Weekly Wire

Volume I, Issue 24
November 17 - November 24, 1997

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Live Fast, Die Young, Leave a Good-Looking Corpse
In the 1950s, John Gilmore was an upcoming actor living in the fast lane. Today he's a writer remembering all the stars gone supernova. [2]
Devin D. O'Leary

A review of "The Herbert Huncke Reader" and an examination of his influence on the Beats. [3]
Harvey Pekar

Snake Charming
Texas hoodoo and regional colloquialisms, rampant with cousin-lust, family feuds and oil greed -- Tucson author LaVerne Harrell Clark's first novel can't miss! [4]
Charlotte Lowe

Words to the Mysterious
We read books so you don't have to. [5]
Blake de Pastino

Dave Hickey
Art critic Dave Hickey envisions a world where politics and leisure are one. [6]
Fred Turner

Patrick McGilligan and Paul Buhle
A 776-page oral history gives Hollywood blacklist victims a chance to talk back. [7]
Peter Keough

Pride And Platitudes
"Restoring Hope: Conversations on the Future of Black America" is an attempt to examine the specter of despair haunting late 20th-century America. [8]
Fred DeLovely

The Memphis Flyer Literary Supplement. [9]
Leonard Gill, Editor

Speed Reader
"The Architecture of the Southwest" by Trent Elwood Sanford; "Bombshell" by Joseph Albright; "The Invention of Curried Sausage" by Uwe Timm; "The Flamingo Rising" by Larry Baker. [10]
Blake de Pastino, Jessica English, Stephen Ausherman, Julie Birnbaum


here's a lot of speculation about James Dean's sexuality -- Was he gay? Was he straight? Did he do it with frogs? -- that sort of thing. I'm here to tell you that it just doesn't matter. If you read this interview with John Gilmore, the Hollywood biographer and former would-be star of the Dean era, you'll see what I mean. Dean was far more interested in gloom-n-doom than sex, and Gilmore, who has also done biographies about Jayne Mansfield, Lenny Bruce, and Charles Manson, is one of the few writers to understand how those psychological forces really work.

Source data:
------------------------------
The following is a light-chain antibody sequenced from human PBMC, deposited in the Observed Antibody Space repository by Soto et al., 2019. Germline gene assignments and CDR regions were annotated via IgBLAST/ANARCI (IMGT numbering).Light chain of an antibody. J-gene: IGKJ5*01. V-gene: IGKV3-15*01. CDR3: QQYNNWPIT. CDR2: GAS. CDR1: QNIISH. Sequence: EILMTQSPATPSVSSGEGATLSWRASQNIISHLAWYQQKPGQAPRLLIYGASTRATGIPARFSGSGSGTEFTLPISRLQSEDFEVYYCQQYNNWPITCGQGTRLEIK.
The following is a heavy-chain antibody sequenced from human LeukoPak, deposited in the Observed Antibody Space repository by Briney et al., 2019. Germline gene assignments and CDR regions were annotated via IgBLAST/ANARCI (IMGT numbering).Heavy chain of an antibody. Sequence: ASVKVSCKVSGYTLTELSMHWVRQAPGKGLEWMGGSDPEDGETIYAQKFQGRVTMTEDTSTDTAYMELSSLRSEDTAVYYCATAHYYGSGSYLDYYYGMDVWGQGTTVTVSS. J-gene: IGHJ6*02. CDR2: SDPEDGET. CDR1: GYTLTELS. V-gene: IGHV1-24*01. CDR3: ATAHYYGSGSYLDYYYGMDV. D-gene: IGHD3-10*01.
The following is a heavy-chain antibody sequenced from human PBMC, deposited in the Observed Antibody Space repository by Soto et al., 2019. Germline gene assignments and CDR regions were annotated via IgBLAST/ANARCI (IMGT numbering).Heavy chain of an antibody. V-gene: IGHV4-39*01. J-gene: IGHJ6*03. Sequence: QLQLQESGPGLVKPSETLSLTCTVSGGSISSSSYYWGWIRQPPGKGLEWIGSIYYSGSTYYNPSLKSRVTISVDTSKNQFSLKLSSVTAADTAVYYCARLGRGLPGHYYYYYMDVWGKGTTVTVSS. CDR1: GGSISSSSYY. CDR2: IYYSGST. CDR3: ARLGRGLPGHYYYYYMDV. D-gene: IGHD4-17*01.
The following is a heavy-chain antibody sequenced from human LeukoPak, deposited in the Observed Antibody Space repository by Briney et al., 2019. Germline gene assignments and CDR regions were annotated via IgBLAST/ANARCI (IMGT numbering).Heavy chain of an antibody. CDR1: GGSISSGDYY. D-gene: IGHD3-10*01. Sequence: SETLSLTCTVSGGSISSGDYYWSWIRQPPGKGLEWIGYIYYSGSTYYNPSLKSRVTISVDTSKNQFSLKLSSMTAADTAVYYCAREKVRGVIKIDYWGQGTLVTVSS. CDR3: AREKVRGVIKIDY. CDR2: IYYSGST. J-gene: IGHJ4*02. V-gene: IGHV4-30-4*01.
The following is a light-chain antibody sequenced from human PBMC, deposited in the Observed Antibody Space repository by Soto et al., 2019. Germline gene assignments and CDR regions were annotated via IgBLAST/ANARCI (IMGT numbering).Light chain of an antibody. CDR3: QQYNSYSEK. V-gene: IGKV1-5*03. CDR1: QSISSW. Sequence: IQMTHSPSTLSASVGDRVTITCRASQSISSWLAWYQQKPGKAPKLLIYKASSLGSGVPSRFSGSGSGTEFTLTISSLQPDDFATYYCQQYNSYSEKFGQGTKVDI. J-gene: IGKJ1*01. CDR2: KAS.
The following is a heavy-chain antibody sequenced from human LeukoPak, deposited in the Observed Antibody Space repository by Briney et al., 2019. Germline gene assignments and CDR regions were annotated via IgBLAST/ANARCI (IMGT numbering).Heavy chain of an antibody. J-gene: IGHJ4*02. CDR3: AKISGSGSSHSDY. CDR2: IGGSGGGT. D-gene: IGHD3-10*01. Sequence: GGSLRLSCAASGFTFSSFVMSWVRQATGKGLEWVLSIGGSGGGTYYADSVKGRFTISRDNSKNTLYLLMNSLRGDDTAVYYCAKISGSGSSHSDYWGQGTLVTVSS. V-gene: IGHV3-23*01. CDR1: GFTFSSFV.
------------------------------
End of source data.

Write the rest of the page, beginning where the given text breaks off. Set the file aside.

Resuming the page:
Dark psychological forces are no stranger to Herbert Huncke. The prototypical self-destructive beat-era poet, Huncke had a major influence on William S. Burroughs, Jack Kerouac, and many other bohemians who overindulged in sex, narcotics, and stream-of-consciousness writing. A year after Huncke's death (he was the same age as Burroughs), his acerbic writing is available in a volume called "The Herbert Huncke Reader," just the thing for tea parties and stocking stuffing.

You no like? Try these reviews on for size:

With so many great books out there, maybe it's time to re-think this James Dean dying-young thing. Know what I mean?

Now What?
Love to read? Need some clever ideas? Our library of resources and staff picks are guaranteed to turn on plenty of mental light bulbs via your electrified eye sockets. [11]

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